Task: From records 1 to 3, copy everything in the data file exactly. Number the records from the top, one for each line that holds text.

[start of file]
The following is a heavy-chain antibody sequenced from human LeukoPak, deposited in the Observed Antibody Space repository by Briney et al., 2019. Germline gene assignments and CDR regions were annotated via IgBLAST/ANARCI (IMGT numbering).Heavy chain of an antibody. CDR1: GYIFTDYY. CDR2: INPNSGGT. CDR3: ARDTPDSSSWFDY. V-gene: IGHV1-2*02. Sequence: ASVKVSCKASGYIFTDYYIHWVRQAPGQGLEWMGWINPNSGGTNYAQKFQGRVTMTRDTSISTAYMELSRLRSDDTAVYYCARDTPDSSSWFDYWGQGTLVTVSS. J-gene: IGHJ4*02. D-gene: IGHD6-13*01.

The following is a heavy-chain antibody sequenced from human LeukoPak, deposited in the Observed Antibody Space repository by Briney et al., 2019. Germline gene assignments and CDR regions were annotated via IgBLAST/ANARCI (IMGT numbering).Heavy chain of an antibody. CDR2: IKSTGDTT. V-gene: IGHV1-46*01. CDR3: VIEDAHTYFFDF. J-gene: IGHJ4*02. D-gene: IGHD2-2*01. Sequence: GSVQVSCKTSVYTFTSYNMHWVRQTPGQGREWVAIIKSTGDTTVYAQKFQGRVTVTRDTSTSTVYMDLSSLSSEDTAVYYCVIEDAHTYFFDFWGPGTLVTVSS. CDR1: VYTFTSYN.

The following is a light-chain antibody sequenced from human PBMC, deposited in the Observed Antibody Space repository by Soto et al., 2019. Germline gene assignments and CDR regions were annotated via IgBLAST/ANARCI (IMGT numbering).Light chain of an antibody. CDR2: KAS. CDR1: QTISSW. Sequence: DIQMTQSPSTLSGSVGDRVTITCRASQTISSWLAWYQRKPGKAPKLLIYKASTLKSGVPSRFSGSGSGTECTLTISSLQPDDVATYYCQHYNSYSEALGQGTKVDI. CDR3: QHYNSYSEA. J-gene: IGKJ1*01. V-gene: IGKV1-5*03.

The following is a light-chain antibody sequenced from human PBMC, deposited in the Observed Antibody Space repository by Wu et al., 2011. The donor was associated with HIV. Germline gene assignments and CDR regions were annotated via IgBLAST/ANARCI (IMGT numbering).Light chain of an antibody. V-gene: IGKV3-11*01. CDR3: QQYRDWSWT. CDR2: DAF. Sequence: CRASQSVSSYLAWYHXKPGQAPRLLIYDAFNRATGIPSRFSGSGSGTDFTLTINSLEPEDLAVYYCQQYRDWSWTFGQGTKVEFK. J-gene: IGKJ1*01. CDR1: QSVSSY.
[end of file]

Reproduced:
The following is a heavy-chain antibody sequenced from human LeukoPak, deposited in the Observed Antibody Space repository by Briney et al., 2019. Germline gene assignments and CDR regions were annotated via IgBLAST/ANARCI (IMGT numbering).Heavy chain of an antibody. CDR1: GYIFTDYY. CDR2: INPNSGGT. CDR3: ARDTPDSSSWFDY. V-gene: IGHV1-2*02. Sequence: ASVKVSCKASGYIFTDYYIHWVRQAPGQGLEWMGWINPNSGGTNYAQKFQGRVTMTRDTSISTAYMELSRLRSDDTAVYYCARDTPDSSSWFDYWGQGTLVTVSS. J-gene: IGHJ4*02. D-gene: IGHD6-13*01.

The following is a heavy-chain antibody sequenced from human LeukoPak, deposited in the Observed Antibody Space repository by Briney et al., 2019. Germline gene assignments and CDR regions were annotated via IgBLAST/ANARCI (IMGT numbering).Heavy chain of an antibody. CDR2: IKSTGDTT. V-gene: IGHV1-46*01. CDR3: VIEDAHTYFFDF. J-gene: IGHJ4*02. D-gene: IGHD2-2*01. Sequence: GSVQVSCKTSVYTFTSYNMHWVRQTPGQGREWVAIIKSTGDTTVYAQKFQGRVTVTRDTSTSTVYMDLSSLSSEDTAVYYCVIEDAHTYFFDFWGPGTLVTVSS. CDR1: VYTFTSYN.

The following is a light-chain antibody sequenced from human PBMC, deposited in the Observed Antibody Space repository by Soto et al., 2019. Germline gene assignments and CDR regions were annotated via IgBLAST/ANARCI (IMGT numbering).Light chain of an antibody. CDR2: KAS. CDR1: QTISSW. Sequence: DIQMTQSPSTLSGSVGDRVTITCRASQTISSWLAWYQRKPGKAPKLLIYKASTLKSGVPSRFSGSGSGTECTLTISSLQPDDVATYYCQHYNSYSEALGQGTKVDI. CDR3: QHYNSYSEA. J-gene: IGKJ1*01. V-gene: IGKV1-5*03.